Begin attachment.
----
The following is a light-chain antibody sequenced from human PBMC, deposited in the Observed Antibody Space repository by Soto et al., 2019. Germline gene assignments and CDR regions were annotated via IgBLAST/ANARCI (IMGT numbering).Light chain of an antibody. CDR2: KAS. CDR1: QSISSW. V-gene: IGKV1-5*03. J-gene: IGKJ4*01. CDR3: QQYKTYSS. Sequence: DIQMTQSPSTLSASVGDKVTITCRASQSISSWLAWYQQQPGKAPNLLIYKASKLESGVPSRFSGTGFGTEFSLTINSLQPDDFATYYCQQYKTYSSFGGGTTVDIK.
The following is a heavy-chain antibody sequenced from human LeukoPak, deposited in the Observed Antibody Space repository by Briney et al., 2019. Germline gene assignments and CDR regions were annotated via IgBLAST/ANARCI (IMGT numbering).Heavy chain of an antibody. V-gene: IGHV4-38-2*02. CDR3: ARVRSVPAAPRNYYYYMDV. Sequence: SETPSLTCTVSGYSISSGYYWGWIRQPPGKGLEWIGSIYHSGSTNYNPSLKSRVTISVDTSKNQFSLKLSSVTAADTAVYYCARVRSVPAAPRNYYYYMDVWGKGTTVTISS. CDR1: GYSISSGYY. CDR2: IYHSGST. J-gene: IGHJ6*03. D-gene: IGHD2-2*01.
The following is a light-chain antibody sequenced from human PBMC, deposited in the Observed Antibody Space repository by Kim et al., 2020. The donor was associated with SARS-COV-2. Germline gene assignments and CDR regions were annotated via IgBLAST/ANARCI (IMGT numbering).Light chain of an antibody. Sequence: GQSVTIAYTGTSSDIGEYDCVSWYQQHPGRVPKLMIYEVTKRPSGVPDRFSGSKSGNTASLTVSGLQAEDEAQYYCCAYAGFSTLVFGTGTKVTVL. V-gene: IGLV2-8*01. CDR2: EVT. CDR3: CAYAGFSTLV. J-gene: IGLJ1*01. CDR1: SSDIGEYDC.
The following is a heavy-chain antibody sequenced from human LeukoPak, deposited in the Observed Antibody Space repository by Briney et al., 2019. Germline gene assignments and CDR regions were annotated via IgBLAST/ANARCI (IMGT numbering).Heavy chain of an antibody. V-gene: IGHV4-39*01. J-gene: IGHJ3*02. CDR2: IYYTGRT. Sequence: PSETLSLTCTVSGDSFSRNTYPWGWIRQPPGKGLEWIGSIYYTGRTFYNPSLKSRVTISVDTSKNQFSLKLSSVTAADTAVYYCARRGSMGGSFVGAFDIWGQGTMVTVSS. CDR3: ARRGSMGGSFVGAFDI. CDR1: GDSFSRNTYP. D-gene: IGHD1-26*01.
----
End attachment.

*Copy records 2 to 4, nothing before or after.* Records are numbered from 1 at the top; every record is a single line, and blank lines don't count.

The following is a heavy-chain antibody sequenced from human LeukoPak, deposited in the Observed Antibody Space repository by Briney et al., 2019. Germline gene assignments and CDR regions were annotated via IgBLAST/ANARCI (IMGT numbering).Heavy chain of an antibody. V-gene: IGHV4-38-2*02. CDR3: ARVRSVPAAPRNYYYYMDV. Sequence: SETPSLTCTVSGYSISSGYYWGWIRQPPGKGLEWIGSIYHSGSTNYNPSLKSRVTISVDTSKNQFSLKLSSVTAADTAVYYCARVRSVPAAPRNYYYYMDVWGKGTTVTISS. CDR1: GYSISSGYY. CDR2: IYHSGST. J-gene: IGHJ6*03. D-gene: IGHD2-2*01.
The following is a light-chain antibody sequenced from human PBMC, deposited in the Observed Antibody Space repository by Kim et al., 2020. The donor was associated with SARS-COV-2. Germline gene assignments and CDR regions were annotated via IgBLAST/ANARCI (IMGT numbering).Light chain of an antibody. Sequence: GQSVTIAYTGTSSDIGEYDCVSWYQQHPGRVPKLMIYEVTKRPSGVPDRFSGSKSGNTASLTVSGLQAEDEAQYYCCAYAGFSTLVFGTGTKVTVL. V-gene: IGLV2-8*01. CDR2: EVT. CDR3: CAYAGFSTLV. J-gene: IGLJ1*01. CDR1: SSDIGEYDC.
The following is a heavy-chain antibody sequenced from human LeukoPak, deposited in the Observed Antibody Space repository by Briney et al., 2019. Germline gene assignments and CDR regions were annotated via IgBLAST/ANARCI (IMGT numbering).Heavy chain of an antibody. V-gene: IGHV4-39*01. J-gene: IGHJ3*02. CDR2: IYYTGRT. Sequence: PSETLSLTCTVSGDSFSRNTYPWGWIRQPPGKGLEWIGSIYYTGRTFYNPSLKSRVTISVDTSKNQFSLKLSSVTAADTAVYYCARRGSMGGSFVGAFDIWGQGTMVTVSS. CDR3: ARRGSMGGSFVGAFDI. CDR1: GDSFSRNTYP. D-gene: IGHD1-26*01.